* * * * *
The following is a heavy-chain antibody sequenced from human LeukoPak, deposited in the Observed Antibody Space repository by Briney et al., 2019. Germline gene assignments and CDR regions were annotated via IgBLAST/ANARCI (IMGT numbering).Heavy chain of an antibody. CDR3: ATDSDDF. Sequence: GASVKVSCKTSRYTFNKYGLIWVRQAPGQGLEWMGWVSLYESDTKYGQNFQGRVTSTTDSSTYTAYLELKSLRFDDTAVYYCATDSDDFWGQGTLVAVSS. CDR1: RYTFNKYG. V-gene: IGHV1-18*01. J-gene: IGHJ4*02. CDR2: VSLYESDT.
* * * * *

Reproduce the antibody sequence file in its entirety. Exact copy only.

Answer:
The following is a heavy-chain antibody sequenced from human LeukoPak, deposited in the Observed Antibody Space repository by Briney et al., 2019. Germline gene assignments and CDR regions were annotated via IgBLAST/ANARCI (IMGT numbering).Heavy chain of an antibody. CDR3: ATDSDDF. Sequence: GASVKVSCKTSRYTFNKYGLIWVRQAPGQGLEWMGWVSLYESDTKYGQNFQGRVTSTTDSSTYTAYLELKSLRFDDTAVYYCATDSDDFWGQGTLVAVSS. CDR1: RYTFNKYG. V-gene: IGHV1-18*01. J-gene: IGHJ4*02. CDR2: VSLYESDT.